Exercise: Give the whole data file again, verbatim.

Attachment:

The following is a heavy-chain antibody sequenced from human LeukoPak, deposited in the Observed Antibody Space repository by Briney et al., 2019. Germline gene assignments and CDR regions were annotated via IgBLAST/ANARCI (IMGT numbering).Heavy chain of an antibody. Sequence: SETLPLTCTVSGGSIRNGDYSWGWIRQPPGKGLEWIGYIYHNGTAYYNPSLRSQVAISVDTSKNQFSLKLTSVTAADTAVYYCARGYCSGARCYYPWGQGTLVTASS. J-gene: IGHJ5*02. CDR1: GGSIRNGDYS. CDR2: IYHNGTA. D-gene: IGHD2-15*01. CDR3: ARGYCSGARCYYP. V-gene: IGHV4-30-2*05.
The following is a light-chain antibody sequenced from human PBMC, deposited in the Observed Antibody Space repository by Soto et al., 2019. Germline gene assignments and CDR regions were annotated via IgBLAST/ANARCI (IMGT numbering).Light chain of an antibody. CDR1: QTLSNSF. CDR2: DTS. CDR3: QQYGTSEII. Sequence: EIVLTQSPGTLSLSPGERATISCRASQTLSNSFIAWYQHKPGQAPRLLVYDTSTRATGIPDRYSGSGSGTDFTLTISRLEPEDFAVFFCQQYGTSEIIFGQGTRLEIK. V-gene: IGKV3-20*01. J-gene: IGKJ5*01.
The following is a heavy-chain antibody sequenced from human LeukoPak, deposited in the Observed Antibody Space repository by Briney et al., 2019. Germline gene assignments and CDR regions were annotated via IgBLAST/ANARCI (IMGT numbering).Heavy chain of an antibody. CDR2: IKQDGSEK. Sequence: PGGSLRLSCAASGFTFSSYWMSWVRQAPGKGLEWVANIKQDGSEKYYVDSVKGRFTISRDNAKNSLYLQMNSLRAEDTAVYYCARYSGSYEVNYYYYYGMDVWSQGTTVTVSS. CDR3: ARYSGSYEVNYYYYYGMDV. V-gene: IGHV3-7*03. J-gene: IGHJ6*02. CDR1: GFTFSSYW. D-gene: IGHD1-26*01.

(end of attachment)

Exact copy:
The following is a heavy-chain antibody sequenced from human LeukoPak, deposited in the Observed Antibody Space repository by Briney et al., 2019. Germline gene assignments and CDR regions were annotated via IgBLAST/ANARCI (IMGT numbering).Heavy chain of an antibody. Sequence: SETLPLTCTVSGGSIRNGDYSWGWIRQPPGKGLEWIGYIYHNGTAYYNPSLRSQVAISVDTSKNQFSLKLTSVTAADTAVYYCARGYCSGARCYYPWGQGTLVTASS. J-gene: IGHJ5*02. CDR1: GGSIRNGDYS. CDR2: IYHNGTA. D-gene: IGHD2-15*01. CDR3: ARGYCSGARCYYP. V-gene: IGHV4-30-2*05.
The following is a light-chain antibody sequenced from human PBMC, deposited in the Observed Antibody Space repository by Soto et al., 2019. Germline gene assignments and CDR regions were annotated via IgBLAST/ANARCI (IMGT numbering).Light chain of an antibody. CDR1: QTLSNSF. CDR2: DTS. CDR3: QQYGTSEII. Sequence: EIVLTQSPGTLSLSPGERATISCRASQTLSNSFIAWYQHKPGQAPRLLVYDTSTRATGIPDRYSGSGSGTDFTLTISRLEPEDFAVFFCQQYGTSEIIFGQGTRLEIK. V-gene: IGKV3-20*01. J-gene: IGKJ5*01.
The following is a heavy-chain antibody sequenced from human LeukoPak, deposited in the Observed Antibody Space repository by Briney et al., 2019. Germline gene assignments and CDR regions were annotated via IgBLAST/ANARCI (IMGT numbering).Heavy chain of an antibody. CDR2: IKQDGSEK. Sequence: PGGSLRLSCAASGFTFSSYWMSWVRQAPGKGLEWVANIKQDGSEKYYVDSVKGRFTISRDNAKNSLYLQMNSLRAEDTAVYYCARYSGSYEVNYYYYYGMDVWSQGTTVTVSS. CDR3: ARYSGSYEVNYYYYYGMDV. V-gene: IGHV3-7*03. J-gene: IGHJ6*02. CDR1: GFTFSSYW. D-gene: IGHD1-26*01.